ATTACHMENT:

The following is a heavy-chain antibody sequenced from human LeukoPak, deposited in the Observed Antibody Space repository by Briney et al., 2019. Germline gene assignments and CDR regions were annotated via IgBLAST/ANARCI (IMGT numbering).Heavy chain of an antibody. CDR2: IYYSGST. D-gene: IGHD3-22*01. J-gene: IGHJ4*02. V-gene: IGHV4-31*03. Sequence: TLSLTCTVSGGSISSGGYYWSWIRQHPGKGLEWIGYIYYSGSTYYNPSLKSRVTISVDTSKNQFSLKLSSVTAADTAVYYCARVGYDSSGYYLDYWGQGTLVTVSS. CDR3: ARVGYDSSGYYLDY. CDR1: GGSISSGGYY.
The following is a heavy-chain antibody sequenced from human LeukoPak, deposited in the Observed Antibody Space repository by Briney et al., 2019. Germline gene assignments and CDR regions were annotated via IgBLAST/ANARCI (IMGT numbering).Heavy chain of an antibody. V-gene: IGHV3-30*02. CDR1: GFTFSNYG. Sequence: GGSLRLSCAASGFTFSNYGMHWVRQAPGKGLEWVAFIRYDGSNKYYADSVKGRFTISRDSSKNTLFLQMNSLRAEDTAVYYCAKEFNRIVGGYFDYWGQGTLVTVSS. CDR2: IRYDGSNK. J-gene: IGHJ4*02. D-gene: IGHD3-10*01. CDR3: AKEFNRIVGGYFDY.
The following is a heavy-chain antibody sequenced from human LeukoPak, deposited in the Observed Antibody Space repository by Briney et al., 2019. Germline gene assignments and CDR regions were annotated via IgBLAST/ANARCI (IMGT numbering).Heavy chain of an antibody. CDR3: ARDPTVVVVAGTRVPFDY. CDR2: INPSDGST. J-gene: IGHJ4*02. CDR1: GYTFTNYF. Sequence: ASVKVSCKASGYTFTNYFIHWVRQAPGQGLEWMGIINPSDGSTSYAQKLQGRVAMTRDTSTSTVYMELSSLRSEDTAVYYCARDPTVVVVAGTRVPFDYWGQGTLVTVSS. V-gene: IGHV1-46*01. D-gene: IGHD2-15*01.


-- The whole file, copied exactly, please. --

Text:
The following is a heavy-chain antibody sequenced from human LeukoPak, deposited in the Observed Antibody Space repository by Briney et al., 2019. Germline gene assignments and CDR regions were annotated via IgBLAST/ANARCI (IMGT numbering).Heavy chain of an antibody. CDR2: IYYSGST. D-gene: IGHD3-22*01. J-gene: IGHJ4*02. V-gene: IGHV4-31*03. Sequence: TLSLTCTVSGGSISSGGYYWSWIRQHPGKGLEWIGYIYYSGSTYYNPSLKSRVTISVDTSKNQFSLKLSSVTAADTAVYYCARVGYDSSGYYLDYWGQGTLVTVSS. CDR3: ARVGYDSSGYYLDY. CDR1: GGSISSGGYY.
The following is a heavy-chain antibody sequenced from human LeukoPak, deposited in the Observed Antibody Space repository by Briney et al., 2019. Germline gene assignments and CDR regions were annotated via IgBLAST/ANARCI (IMGT numbering).Heavy chain of an antibody. V-gene: IGHV3-30*02. CDR1: GFTFSNYG. Sequence: GGSLRLSCAASGFTFSNYGMHWVRQAPGKGLEWVAFIRYDGSNKYYADSVKGRFTISRDSSKNTLFLQMNSLRAEDTAVYYCAKEFNRIVGGYFDYWGQGTLVTVSS. CDR2: IRYDGSNK. J-gene: IGHJ4*02. D-gene: IGHD3-10*01. CDR3: AKEFNRIVGGYFDY.
The following is a heavy-chain antibody sequenced from human LeukoPak, deposited in the Observed Antibody Space repository by Briney et al., 2019. Germline gene assignments and CDR regions were annotated via IgBLAST/ANARCI (IMGT numbering).Heavy chain of an antibody. CDR3: ARDPTVVVVAGTRVPFDY. CDR2: INPSDGST. J-gene: IGHJ4*02. CDR1: GYTFTNYF. Sequence: ASVKVSCKASGYTFTNYFIHWVRQAPGQGLEWMGIINPSDGSTSYAQKLQGRVAMTRDTSTSTVYMELSSLRSEDTAVYYCARDPTVVVVAGTRVPFDYWGQGTLVTVSS. V-gene: IGHV1-46*01. D-gene: IGHD2-15*01.